Background: Pancreatic cancer retains a poor prognosis among the gastrointestinal cancers. It affects 230,000 individuals worldwide, has a very high mortality rate, and remains one of the most challenging malignancies to treat successfully. Treatment with gemcitabine, the most widely used chemotherapeutic against pancreatic cancer, is not curative and resistance may occur. Combinations of gemcitabine with other chemotherapeutic drugs or biological agents have resulted in limited improvement. Methods: In order to improve gemcitabine response in pancreatic cancer cells, we utilized a synthetic lethal RNAi screen targeting 572 known kinases to identify genes that when silenced would sensitize pancreatic cancer cells to gemcitabine. Results: Results from the RNAi screens identified several genes that, when silenced, potentiated the growth inhibitory effects of gemcitabine in pancreatic cancer cells. The greatest potentiation was shown by siRNA targeting checkpoint kinase 1 (CHK1). Validation of the screening results was performed in MIA PaCa-2 and BxPC3 pancreatic cancer cells by examining the dose response of gemcitabine treatment in the presence of either CHK1 or CHK2 siRNA. These results showed a three to ten-fold decrease in the EC50 for CHK1 siRNA-treated cells versus control siRNA-treated cells while treatment with CHK2 siRNA resulted in no change compared to controls. CHK1 was further targeted with specific small molecule inhibitors SB 218078 and PD 407824 in combination with gemcitabine. Results showed that treatment of MIA PaCa-2 cells with either of the CHK1 inhibitors SB 218078 or PD 407824 led to sensitization of the pancreatic cancer cells to gemcitabine. Conclusion: These findings demonstrate the effectiveness of synthetic lethal RNAi screening as a tool for identifying sensitizing targets to chemotherapeutic agents. These results also indicate that CHK1 could serve as a putative therapeutic target for sensitizing pancreatic cancer cells to gemcitabine.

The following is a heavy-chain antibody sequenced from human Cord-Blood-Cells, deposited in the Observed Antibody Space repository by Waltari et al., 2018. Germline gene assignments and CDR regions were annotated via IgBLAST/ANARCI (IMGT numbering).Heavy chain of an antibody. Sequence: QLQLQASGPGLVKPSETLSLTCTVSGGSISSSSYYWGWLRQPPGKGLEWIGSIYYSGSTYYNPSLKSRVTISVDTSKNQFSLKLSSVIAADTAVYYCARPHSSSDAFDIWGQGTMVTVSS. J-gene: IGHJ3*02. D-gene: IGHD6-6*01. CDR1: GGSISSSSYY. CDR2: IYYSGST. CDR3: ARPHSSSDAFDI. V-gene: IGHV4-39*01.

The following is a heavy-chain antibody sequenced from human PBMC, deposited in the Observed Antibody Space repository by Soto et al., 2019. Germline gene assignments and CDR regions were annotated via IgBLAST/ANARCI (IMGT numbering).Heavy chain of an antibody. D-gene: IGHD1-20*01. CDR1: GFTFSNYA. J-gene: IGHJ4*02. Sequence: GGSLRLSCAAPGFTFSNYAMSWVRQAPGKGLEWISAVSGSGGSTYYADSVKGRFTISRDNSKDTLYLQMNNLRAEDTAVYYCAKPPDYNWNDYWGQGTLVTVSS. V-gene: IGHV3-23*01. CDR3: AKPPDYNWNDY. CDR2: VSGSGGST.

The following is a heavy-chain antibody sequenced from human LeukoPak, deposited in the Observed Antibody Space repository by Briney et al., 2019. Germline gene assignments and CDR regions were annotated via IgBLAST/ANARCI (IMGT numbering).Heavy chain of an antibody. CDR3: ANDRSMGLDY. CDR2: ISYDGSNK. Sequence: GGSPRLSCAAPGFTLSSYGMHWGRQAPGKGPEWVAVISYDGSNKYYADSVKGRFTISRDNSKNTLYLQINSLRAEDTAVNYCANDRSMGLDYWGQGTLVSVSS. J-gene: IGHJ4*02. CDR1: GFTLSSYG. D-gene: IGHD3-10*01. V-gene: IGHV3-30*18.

ASJC Scopus subject areas
- Biochemistry, Genetics and Molecular Biology(all)